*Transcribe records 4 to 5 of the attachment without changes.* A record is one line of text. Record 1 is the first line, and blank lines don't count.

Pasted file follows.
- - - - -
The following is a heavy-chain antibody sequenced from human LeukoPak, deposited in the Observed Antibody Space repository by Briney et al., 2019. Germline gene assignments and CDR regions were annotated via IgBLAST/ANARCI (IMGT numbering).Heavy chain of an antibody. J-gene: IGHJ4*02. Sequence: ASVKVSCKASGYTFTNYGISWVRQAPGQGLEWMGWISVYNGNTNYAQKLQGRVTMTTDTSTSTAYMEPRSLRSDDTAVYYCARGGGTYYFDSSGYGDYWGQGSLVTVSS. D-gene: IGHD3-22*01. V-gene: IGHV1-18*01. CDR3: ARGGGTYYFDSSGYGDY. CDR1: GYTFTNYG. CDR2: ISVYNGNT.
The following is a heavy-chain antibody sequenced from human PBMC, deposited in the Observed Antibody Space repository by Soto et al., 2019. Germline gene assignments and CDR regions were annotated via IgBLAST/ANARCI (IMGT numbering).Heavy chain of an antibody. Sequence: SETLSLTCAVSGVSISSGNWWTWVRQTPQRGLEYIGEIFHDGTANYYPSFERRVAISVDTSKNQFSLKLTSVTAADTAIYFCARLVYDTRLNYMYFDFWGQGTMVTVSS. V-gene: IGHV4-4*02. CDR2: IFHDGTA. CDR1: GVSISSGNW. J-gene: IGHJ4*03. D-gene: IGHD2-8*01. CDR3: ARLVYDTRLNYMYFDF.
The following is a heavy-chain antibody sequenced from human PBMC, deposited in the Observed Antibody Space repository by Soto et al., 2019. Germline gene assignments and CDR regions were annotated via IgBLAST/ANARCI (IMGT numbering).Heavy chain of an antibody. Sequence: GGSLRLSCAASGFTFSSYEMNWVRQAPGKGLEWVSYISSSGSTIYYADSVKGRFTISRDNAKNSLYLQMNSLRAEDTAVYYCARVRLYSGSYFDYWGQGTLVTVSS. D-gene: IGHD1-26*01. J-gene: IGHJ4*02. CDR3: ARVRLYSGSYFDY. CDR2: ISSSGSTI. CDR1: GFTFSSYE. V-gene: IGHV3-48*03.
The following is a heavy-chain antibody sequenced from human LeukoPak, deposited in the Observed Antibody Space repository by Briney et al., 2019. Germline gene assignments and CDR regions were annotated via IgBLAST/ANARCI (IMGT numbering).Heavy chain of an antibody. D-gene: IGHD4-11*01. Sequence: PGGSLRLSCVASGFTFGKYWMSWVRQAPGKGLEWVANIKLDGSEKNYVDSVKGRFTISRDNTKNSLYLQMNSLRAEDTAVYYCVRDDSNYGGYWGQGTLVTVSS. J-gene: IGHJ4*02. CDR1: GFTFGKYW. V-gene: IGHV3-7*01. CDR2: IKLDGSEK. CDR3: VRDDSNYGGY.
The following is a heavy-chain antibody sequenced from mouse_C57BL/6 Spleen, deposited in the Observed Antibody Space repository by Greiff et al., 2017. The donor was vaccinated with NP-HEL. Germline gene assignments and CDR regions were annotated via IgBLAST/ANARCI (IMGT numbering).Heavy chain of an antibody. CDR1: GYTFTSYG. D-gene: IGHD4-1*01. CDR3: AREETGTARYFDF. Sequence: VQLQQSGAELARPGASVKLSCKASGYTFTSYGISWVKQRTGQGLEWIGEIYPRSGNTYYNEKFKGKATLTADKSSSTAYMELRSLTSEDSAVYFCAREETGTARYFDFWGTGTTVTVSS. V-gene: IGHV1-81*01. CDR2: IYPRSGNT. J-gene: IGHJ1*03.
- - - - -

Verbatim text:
The following is a heavy-chain antibody sequenced from human LeukoPak, deposited in the Observed Antibody Space repository by Briney et al., 2019. Germline gene assignments and CDR regions were annotated via IgBLAST/ANARCI (IMGT numbering).Heavy chain of an antibody. D-gene: IGHD4-11*01. Sequence: PGGSLRLSCVASGFTFGKYWMSWVRQAPGKGLEWVANIKLDGSEKNYVDSVKGRFTISRDNTKNSLYLQMNSLRAEDTAVYYCVRDDSNYGGYWGQGTLVTVSS. J-gene: IGHJ4*02. CDR1: GFTFGKYW. V-gene: IGHV3-7*01. CDR2: IKLDGSEK. CDR3: VRDDSNYGGY.
The following is a heavy-chain antibody sequenced from mouse_C57BL/6 Spleen, deposited in the Observed Antibody Space repository by Greiff et al., 2017. The donor was vaccinated with NP-HEL. Germline gene assignments and CDR regions were annotated via IgBLAST/ANARCI (IMGT numbering).Heavy chain of an antibody. CDR1: GYTFTSYG. D-gene: IGHD4-1*01. CDR3: AREETGTARYFDF. Sequence: VQLQQSGAELARPGASVKLSCKASGYTFTSYGISWVKQRTGQGLEWIGEIYPRSGNTYYNEKFKGKATLTADKSSSTAYMELRSLTSEDSAVYFCAREETGTARYFDFWGTGTTVTVSS. V-gene: IGHV1-81*01. CDR2: IYPRSGNT. J-gene: IGHJ1*03.